The Love Boat's Ted Lange once wrote a rock musical
There was more to Ted Lange than just tending the bar aboard The Love Boat. Although, in a 1981 interview with Tampa Bay Times, he claimed he could make a mean martini. Lange played the role of Isaac Washington for a total of 250 episodes. That's a lot of time at sea!
Beyond The Love Boat, Lange was a dedicated playwright and director.
"I love the theater," he said. "It's so marvelous. It's so raw. It's wonderful to see it survive."
Theater is where Lange thrived the most, despite his popular role on The Love Boat. Lange's original rock musical, Born a Unicorn premiered in June of 1981.
Born a Unicorn followed the story of Ira Aldridge, the first black Shakespearean actor. According to the interview, Ira Aldridge moved to England in the 1830s where they wouldn't let him play Othello. He ended up playing Othello in a London ghetto, where he became the first black man to play Othello.
"I love doing Shakespeare," he said. "One reason is I love it when English actors are bad. That's why I do other Shakespeare besides Othello and direct Shakespeare. English actors say to me, 'I say, old fellow, you're a bartender.' I say 'I've done Shakespeare,' and they say 'Othello?' I say, no, Romeo and Juliet. That gets them. There's nothing worse than an English actor in a bad American movie."
Ira Aldridge gave way to the Ira Aldridge Acting Awards, an annual competition designed to showcase minority actors.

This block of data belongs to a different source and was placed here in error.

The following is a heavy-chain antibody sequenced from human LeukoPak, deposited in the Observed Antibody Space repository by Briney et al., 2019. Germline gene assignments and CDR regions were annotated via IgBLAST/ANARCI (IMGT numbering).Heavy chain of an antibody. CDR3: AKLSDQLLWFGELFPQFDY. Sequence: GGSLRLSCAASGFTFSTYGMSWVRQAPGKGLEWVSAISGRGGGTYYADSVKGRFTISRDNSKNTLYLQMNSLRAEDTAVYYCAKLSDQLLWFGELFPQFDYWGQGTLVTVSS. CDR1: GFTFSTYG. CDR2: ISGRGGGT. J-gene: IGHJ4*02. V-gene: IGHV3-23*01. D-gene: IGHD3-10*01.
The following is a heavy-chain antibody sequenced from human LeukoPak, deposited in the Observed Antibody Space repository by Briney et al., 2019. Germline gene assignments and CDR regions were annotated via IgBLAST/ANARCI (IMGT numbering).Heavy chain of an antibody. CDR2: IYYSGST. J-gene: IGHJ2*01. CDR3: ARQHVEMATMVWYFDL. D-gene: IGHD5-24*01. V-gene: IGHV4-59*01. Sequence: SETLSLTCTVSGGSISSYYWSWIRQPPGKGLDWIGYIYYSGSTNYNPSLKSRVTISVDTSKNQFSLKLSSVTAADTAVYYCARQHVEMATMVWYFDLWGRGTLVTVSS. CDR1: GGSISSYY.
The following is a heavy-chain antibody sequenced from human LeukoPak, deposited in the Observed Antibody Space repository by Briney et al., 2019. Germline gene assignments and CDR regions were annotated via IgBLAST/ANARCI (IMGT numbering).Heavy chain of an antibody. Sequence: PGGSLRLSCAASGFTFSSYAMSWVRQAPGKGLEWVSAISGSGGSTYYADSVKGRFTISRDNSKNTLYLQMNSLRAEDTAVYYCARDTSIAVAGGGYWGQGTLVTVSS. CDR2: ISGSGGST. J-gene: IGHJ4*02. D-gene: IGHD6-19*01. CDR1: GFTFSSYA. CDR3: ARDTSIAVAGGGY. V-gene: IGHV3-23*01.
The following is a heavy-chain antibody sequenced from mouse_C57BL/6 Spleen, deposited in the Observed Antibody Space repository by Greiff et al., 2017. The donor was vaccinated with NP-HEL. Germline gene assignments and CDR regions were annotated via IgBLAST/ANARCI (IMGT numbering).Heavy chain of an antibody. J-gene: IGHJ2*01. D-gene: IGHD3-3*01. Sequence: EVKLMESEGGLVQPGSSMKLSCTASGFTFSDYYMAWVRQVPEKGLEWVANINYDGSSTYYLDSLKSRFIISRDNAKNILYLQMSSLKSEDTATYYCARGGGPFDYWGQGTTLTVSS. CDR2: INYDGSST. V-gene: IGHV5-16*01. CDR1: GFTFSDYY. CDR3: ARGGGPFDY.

Charles Weldon starred in Born a Unicorn, Damita Jo Freeman was the choreographer and Phyllis St. James and Beverly Bremers wrote the music and lyrics.
According to Lange, his title was based off of the legend of the unicorn. He recited it as: "A unicorn cannot be captured alive. If you want a unicorn you have to kill it. In its horn is a magical power."
"My play is about a black guy from New York in the 1830s who thinks he can go to England and become a famous actor," he said. "He had to believe he was a special person. He had to have the power of the unicorn."
The Love Boat gave Lange a platform to shine and he was able to get paid enough to produce and direct plays. Despite having the funds and a name in Hollywood, Lange said it wasn't easy to get noticed at first.
"It's very difficult to get your works to penetrate traditional theater," he said. "Black kids see me on television and it reinforces the fact that they have the ability to be funny and to be a professional actor."
Who knew Mr. Isaac Washington was so rock and roll?
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